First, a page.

He finished seventh of the eight runners, ahead Daliapour, in what the Independent's correspondent described as a "lamentable" performance by the only two three-year-olds in the field. The reason for Oath's poor run was revealed shortly afterwards. Examinations revealed; the injury was so serious that the colt's conne

Orléans Ward

Orléans Ward is a city ward in the city of Ottawa, Canada. It was created before the 2000 Election; the ward covers much of the suburban community of Orleans in the east of the city. Previous to that, the ward existed in the Regional Municipality of Ottawa-Carleton Council, it contains the neighbourhoods of Convent Glen, Convent Glen South, Hiawatha Park, Orleans Wood, Queenswood Village, Chatelaine Village, River Walk, Queenswood Heights, Queenswood South and the eastern part of the Cardinal Creek neighbourhood. Not all of Orleans is in the Orléans Ward, as some of it is in Innes Ward, it covers an area of 25.2 km2. When the Ward boundaries changed for the 2006 election, there was only a small change to the ward boundary on Portobello, it is represented by Bob Monette, city councillor as it the seat was vacated by Herb Kreling in September 2005. Kreling had held the seat since its inception. Montette won in a by-election January 2006 his main opposition was former school board trustee Sheryl MacDonald and Elena Harder, daughter of city councillor Jan Harder.

In the November 2006 general election Monette's only opposition was Dennis Vowels. According to the Canada 2011 CensusThe Ward's population was 47,670. Ethnic groups: 81.4% White, 5.5% Black, 3.0% South Asian, 2.8% Aboriginal, 1.9% Arab, 1.7% Chinese Languages: 59.6% English, 31.7% French, 1.5% Arabic, 1.0% Chinese Religions: 78.2% Christian, 3.1% Muslim, 1.1% Hindu, 16.5% No religion Median income: $45,285 Average income: $50,954 Prior to 1994, the area was represented by the Mayors of Cumberland and Gloucester and 2 at large Gloucester city and regional councillors. From 1994 to 2000, the area was covered by Queenswood and Fallingbrook Wards on Cumberland City Council and Orléans North Ward on Gloucester City Council. Herb Kreling Bob Monette Matthew Luloff Following amalgamation, regional councillor Herb Kreling defeated Cumberland City Councillors John Morgan and Gerry Lalonde. Held on January 9 to replace the out going Herb Kreling. Candidates Elena Harder: Daughter of Bell-South Nepean Ward councillor Jan Harder Debbie Jodoin: Socially Conservative political activist Sheryl MacDonald: Orleans/Cumberland Public School Board Trustee 1997-2005, as well as former Human Rights Commissioner, provincial Labour Relations Board Member, United Way Director, Family Services Association Board Member, Citizen Advocacy Board Member, Human Resources manager for Air Canada.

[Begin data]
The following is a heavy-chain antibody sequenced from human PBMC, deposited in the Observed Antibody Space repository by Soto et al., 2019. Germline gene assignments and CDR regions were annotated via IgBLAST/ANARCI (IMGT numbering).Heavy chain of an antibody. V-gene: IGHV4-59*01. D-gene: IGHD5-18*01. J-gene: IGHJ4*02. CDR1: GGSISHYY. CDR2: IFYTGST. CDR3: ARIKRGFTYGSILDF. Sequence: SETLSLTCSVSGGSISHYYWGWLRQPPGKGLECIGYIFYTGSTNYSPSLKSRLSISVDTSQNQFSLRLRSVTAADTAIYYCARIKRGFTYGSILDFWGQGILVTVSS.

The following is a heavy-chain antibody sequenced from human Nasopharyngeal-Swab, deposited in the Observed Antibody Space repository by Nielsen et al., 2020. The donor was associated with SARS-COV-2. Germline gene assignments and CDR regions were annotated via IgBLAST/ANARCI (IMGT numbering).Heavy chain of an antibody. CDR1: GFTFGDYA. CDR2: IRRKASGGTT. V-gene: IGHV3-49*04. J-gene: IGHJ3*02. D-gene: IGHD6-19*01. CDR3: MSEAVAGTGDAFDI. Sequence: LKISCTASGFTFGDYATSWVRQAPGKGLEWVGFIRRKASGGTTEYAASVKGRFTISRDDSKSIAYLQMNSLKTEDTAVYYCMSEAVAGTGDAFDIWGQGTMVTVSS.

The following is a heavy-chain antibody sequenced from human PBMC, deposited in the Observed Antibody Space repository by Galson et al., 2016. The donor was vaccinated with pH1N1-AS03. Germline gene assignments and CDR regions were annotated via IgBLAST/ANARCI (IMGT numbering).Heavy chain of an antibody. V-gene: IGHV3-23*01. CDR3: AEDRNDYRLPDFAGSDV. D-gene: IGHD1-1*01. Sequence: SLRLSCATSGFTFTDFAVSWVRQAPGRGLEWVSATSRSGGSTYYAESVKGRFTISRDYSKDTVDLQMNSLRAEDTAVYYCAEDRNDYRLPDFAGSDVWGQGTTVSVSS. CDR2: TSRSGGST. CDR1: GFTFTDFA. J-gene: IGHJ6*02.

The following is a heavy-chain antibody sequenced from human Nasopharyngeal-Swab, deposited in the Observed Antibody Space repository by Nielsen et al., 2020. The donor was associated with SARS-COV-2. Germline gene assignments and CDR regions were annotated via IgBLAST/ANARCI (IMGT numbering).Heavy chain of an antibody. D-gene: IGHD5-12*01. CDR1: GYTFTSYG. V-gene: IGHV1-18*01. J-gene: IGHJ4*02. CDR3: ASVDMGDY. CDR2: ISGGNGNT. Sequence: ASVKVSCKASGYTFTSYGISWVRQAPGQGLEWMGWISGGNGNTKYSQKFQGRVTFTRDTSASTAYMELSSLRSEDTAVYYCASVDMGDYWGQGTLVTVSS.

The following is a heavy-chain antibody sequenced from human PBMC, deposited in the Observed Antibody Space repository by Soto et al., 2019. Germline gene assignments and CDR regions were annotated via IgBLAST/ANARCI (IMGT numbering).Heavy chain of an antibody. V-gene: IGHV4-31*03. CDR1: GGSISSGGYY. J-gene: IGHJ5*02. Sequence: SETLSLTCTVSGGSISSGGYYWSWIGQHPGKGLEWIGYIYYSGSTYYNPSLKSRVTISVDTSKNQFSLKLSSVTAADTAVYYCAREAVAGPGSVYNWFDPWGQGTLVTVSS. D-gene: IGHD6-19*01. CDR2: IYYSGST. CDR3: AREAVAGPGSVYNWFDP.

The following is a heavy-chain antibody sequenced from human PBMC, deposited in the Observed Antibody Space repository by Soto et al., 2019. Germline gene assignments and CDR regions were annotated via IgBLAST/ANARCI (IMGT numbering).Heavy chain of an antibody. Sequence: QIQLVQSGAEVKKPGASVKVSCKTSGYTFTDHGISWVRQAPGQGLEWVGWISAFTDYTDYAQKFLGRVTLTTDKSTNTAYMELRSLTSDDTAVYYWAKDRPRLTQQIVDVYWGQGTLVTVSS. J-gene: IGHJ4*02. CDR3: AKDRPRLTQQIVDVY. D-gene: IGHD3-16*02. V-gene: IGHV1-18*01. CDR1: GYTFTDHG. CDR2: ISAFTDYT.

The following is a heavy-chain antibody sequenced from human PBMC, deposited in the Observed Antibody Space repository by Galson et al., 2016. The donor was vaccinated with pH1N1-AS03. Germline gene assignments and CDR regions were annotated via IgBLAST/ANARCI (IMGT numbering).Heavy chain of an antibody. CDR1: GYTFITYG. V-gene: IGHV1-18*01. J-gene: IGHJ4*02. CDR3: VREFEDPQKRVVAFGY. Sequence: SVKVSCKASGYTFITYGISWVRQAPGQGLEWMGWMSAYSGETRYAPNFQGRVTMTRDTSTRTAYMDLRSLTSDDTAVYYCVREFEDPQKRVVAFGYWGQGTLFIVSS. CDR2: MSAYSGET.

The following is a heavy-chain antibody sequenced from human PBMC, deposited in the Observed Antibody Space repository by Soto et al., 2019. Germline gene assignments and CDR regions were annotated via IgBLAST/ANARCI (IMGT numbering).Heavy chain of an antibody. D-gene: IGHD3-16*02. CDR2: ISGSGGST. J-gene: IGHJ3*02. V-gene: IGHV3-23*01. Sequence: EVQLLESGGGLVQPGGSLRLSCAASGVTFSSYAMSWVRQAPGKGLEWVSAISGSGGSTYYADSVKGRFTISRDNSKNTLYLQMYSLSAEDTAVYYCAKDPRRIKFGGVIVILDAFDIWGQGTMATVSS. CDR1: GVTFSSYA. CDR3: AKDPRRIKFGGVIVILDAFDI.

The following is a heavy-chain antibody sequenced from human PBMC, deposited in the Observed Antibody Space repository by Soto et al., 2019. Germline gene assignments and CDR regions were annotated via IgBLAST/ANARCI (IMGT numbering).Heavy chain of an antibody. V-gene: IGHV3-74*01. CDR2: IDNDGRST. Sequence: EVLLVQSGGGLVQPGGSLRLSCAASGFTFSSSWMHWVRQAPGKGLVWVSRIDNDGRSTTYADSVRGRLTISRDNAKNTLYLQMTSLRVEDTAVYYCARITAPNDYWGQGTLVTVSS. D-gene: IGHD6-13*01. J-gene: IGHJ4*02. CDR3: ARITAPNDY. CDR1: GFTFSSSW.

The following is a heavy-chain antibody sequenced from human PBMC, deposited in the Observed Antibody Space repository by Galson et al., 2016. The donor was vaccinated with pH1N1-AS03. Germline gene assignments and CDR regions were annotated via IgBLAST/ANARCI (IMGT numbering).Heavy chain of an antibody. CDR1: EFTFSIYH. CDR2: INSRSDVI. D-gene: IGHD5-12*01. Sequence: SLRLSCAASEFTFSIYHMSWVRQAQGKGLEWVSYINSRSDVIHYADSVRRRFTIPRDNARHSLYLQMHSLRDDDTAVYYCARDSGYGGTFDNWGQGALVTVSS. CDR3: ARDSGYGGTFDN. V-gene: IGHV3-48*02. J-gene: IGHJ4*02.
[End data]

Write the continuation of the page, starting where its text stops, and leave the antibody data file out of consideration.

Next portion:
Pierre Maheu president of the Orléans Parks and Recreation Association and a member of the City of Ottawa's Committee of Adjustment, ran for regional council in 1997, in 2002 dropped out of the race for the Liberal Party of Ontario nomination in Ottawa—Orléans. Louise Malloy: Seniors advocate and a retired military sergeant. Ran in the 2003 election, lost to Herb Kreling. Bob Monette: Former Cumberland Township councillor. Ran for regional council in 1994 but lost. Gino L. Nicolini Owner of Nicolini Construction and Engineering Ltd. as well as several pizza shops in and around Ottawa namely Nicolini PizzaLand. Michel Tardif Fringe candidateDropped out Don Rivington - ran in Bay Ward in the 2003 election. Opted to run in mayoral race instead, to forward is one issue candidacy Results After facing seven candidates in the January by-election, incumbent councillor Bob Monette, faced off against Dennis Vowles, son of former Gloucester city councillor Ken Vowles. In 2018, Orleans Ward had 17 candidate names on a record.

Two candidates, Doug Feltmate and Louise Soyez, withdrew late in the campaign, reducing the active names to 15. Map of Orléans Ward